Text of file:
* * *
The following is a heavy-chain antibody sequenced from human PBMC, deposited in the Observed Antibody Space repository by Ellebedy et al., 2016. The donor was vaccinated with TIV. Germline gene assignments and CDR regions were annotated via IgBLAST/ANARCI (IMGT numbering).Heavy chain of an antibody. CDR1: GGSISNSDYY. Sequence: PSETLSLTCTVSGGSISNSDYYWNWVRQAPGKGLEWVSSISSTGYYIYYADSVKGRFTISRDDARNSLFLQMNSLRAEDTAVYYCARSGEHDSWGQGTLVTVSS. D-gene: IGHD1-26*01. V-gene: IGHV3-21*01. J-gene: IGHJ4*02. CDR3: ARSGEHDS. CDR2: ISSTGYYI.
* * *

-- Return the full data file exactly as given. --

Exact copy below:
The following is a heavy-chain antibody sequenced from human PBMC, deposited in the Observed Antibody Space repository by Ellebedy et al., 2016. The donor was vaccinated with TIV. Germline gene assignments and CDR regions were annotated via IgBLAST/ANARCI (IMGT numbering).Heavy chain of an antibody. CDR1: GGSISNSDYY. Sequence: PSETLSLTCTVSGGSISNSDYYWNWVRQAPGKGLEWVSSISSTGYYIYYADSVKGRFTISRDDARNSLFLQMNSLRAEDTAVYYCARSGEHDSWGQGTLVTVSS. D-gene: IGHD1-26*01. V-gene: IGHV3-21*01. J-gene: IGHJ4*02. CDR3: ARSGEHDS. CDR2: ISSTGYYI.